The Ten Best THE JEFFERSONS Episodes of Season Three

Welcome to a new Sitcom Tuesday! Today, we’re continuing our coverage on the best episodes from The Jeffersons (1975-1985, CBS), the longest running spin-off from Norman Lear’s flagship series, All In The Family (1971-1979, CBS). I am happy to announce that the entire series has finally been released on DVD. 


Dry cleaning mogul George Jefferson hits the big time when he moves from Queens to the Upper East Side with his wife Louise and son Lionel — unknowingly into the apartment building that houses his son’s future in-laws, an interracial couple. The Jeffersons stars SHERMAN HEMSLEY as George Jefferson, ISABEL SANFORD as Louise “Wheezy” Jefferson, DAMON EVANS as Lionel Jefferson, ROXIE ROKER as Helen Willis, FRANKLIN COVER as Tom Willis, PAUL BENEDICT as Harry Bentley, BERLINDA TOLBERT as Jenny Willis, MARLA GIBBS as Florence Johnston, and ZARA CULLY as Mother Jefferson.


Although the third season is a noticeable comedown from the peak quality of the second year, this remains a solid collection of offerings, retaining its connection to the first two seasons with a hearty emphasis on character-driven comedy and an exploration of its racially motivated premise — with a healthy level of brains (generally) in support. But the stories, not surprisingly, begin to grow ever-so-slightly broader, and with Florence appearing almost weekly, a divide starts to develop among the ensemble. On one side we have characters who are used frequently: George, Louise, Florence, Tom, and Helen — and on the other, the characters that aren’t: Lionel and Jenny (who finally get married in the middle of the season and still get a few stories), Bentley, who is never well integrated into the scripts, and Mother Jefferson, who pops up for a few episodes near the end of the season looking very frail. (As discussed last week, Cully’s declining health precluded her from being as much a player this season as she was before.) But as a result of this unequal narrative divide, coupled with the phasing out of the early writers (like Turner and Mitchell) in favor of new teams (like Moriarty and Milligan), the show begins its lengthy run of being very clearly hit-and-miss. Some shows just don’t work, and while the bad ones aren’t as bad as they will become in later seasons, their lack of quality is noticeable. Nevertheless, there are plenty of really strong offerings here, and this is undoubtedly the most enjoyable season after the second (rivaling only the first for this honor). As usual, I have picked ten episodes that I think exemplify this season’s strongest installments. For new fans, this list will give you a place to start. For seasoned fans, there might be a few surprises.


Here are my picks for the ten best episodes of Season Three. (They are in AIRING ORDER.) Note that every episode this season is directed by Jack Shea.


01) Episode 38: “George And The President” (Aired: 09/25/76)

George’s latest ad campaign has him masquerading as a descendant of Thomas Jefferson.

Written by Howard Albrecht and Sol Weinstein

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Season Three starts rollickingly with this wonderfully original installment that has George launching a Bicentennial themed advertising campaign in which he hails himself as the great-great-great grandson of Thomas Jefferson. Not only is this a hilarious premise with which the characters can engage, but the inclusion of historical motifs (and the accompanying race relations) is great fodder for this series and its comedy. (Remember “George’s Family Tree” from Season One?) Also, the third president is a particularly appropriate figure to highlight given his obvious association with our protagonist. So for its great story, and from its sharp and laugh-filled execution, this is an easy classic and favorite.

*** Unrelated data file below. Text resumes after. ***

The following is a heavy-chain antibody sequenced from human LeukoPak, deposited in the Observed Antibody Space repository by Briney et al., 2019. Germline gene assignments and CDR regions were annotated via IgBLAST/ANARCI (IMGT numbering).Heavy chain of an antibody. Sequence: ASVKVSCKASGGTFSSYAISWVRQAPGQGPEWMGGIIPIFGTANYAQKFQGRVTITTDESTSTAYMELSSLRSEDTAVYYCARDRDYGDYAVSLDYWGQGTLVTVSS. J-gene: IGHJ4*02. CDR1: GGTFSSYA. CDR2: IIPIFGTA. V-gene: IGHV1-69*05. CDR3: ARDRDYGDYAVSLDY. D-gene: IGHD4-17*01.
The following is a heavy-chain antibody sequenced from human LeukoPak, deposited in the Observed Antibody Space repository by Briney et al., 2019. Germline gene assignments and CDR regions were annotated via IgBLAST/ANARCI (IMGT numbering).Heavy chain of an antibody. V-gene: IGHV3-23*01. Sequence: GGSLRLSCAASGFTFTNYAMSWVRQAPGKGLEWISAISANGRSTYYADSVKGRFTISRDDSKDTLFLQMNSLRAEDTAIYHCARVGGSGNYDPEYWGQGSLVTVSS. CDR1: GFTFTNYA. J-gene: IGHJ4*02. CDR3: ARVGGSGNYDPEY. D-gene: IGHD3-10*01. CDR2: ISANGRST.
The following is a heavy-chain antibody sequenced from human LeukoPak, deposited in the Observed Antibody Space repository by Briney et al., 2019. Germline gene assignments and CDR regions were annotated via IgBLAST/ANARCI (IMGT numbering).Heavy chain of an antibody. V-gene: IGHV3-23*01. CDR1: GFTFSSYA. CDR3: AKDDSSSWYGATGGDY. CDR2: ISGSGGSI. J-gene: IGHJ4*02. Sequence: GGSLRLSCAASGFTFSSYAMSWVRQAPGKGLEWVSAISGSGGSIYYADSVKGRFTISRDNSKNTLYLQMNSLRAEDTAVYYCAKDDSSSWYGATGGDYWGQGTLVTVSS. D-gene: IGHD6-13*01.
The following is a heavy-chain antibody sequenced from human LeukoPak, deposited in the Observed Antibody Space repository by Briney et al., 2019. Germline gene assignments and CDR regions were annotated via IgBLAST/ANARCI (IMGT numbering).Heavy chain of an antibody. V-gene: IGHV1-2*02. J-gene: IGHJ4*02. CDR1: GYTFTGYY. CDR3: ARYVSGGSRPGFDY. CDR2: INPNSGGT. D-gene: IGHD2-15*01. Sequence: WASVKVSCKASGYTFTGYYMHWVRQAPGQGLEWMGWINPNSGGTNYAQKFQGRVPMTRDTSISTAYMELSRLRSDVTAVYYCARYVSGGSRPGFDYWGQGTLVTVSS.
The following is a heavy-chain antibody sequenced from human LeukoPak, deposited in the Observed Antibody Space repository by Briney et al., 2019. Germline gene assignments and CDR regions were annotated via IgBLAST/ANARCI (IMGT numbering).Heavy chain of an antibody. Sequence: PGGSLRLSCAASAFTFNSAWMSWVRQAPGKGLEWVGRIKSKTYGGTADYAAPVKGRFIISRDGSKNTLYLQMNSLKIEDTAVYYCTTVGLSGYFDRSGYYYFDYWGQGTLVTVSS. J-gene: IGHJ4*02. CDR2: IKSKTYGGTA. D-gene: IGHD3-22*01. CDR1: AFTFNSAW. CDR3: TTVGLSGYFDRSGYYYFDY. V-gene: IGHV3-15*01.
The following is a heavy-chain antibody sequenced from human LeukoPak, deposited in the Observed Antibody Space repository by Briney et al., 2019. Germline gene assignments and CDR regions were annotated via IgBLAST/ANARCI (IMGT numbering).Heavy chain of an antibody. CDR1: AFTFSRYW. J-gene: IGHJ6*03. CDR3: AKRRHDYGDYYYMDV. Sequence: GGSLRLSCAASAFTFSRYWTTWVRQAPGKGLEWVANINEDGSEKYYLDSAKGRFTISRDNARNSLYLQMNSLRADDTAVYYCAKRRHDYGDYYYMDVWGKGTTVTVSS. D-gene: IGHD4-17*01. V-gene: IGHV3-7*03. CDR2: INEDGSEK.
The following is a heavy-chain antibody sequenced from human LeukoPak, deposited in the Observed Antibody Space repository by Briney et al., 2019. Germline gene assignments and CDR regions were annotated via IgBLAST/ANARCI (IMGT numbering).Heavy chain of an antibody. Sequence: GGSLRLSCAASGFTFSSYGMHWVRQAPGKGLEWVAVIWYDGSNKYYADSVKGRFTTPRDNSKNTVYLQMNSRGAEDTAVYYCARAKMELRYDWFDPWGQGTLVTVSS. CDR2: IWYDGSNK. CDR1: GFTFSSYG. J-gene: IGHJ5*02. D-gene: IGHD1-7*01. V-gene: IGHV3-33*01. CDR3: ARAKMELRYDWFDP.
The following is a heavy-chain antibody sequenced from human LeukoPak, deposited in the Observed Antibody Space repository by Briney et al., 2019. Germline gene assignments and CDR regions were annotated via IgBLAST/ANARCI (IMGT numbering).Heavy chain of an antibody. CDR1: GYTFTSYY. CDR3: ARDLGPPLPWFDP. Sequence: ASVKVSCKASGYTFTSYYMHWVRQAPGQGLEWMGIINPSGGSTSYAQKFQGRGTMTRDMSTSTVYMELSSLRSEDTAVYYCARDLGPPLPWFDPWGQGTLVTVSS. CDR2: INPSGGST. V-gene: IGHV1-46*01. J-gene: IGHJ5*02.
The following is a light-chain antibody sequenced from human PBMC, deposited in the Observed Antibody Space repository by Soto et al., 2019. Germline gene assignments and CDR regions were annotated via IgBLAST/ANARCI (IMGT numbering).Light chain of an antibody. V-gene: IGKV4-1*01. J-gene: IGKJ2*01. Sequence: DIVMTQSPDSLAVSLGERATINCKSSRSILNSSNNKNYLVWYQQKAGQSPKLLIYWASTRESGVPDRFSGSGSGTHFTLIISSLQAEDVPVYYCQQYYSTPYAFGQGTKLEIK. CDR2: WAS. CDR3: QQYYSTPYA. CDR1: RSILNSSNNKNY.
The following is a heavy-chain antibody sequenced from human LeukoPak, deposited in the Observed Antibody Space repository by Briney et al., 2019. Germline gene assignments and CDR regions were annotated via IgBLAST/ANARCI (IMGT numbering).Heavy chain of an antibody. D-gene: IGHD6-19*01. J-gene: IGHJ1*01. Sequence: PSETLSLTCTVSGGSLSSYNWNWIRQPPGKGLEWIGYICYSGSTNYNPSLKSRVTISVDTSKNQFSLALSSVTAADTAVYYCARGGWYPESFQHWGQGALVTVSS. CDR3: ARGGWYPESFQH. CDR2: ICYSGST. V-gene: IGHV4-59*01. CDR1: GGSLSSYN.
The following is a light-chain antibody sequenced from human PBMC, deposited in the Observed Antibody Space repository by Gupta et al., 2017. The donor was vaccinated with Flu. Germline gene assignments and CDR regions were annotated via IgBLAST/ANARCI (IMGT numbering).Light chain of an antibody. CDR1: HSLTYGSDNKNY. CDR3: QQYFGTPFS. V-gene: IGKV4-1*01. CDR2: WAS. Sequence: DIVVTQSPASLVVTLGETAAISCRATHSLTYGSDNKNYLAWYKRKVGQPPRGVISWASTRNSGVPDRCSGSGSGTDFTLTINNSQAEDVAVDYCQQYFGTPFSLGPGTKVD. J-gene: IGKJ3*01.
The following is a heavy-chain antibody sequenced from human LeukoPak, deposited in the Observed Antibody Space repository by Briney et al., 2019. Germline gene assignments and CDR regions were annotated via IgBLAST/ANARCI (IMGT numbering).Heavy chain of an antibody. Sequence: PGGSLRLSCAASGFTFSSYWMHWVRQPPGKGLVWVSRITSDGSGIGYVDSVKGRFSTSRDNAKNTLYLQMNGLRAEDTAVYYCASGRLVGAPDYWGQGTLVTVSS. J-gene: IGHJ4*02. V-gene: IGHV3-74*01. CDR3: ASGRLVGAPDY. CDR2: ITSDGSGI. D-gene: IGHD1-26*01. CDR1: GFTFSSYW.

02) Episode 39: “Louise Gets Her Way” (Aired: 10/02/76)

Louise hires Florence as a live-in maid, without consulting George first.

Written by Lloyd Turner and Gordon Mitchell

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Functional episodes generally don’t earn my favor because they have to do a lot of heavy-lifting for the story and the necessary narrative developments, thus leaving little time for character oriented laughs. Fortunately, this offering, which has the mission of making Florence a full-time presence around the apartment (and soon enough, on the series itself), actually does meet the necessary comedy quotient. This shouldn’t be a surprise, however, given how amusingly acrimonious the relationship between George and Florence is drawn. In fact, starting with this season, many good episodes are made great by a comedically sharp exchange between these two bold characters. Ultimately well done.

03) Episode 40: “Louise Suspects” (Aired: 10/09/76)

George doesn’t discourage Louise’s belief that he’s fooling around with another woman.

Written by Lloyd Turner and Gordon Mitchell

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This episode, written by two writers who started in the first year after making the jump from All In The Family, is the first instance of Louise “loosing her cool”. A voice of reason in the early years, she eventually becomes a zanier, more excitable figure, and by the last few seasons, the characterization has become exceedingly manic. But here in Season Three, it’s a novelty, and much of this episode’s comedy comes from the fact that Louise’s crazy jealous behavior is knowingly out-of-character with how she normally responds. Acknowledging that the story does this intentionally allows one to view the episode as the superior comic outing that it is — and it really is among the year’s funniest, for both Louise and George.

04) Episode 45: “Tom The Hero” (Aired: 11/17/76)

George has trouble with gratitude after Tom saves his life.

Written by Jay Moriarty and Mike Milligan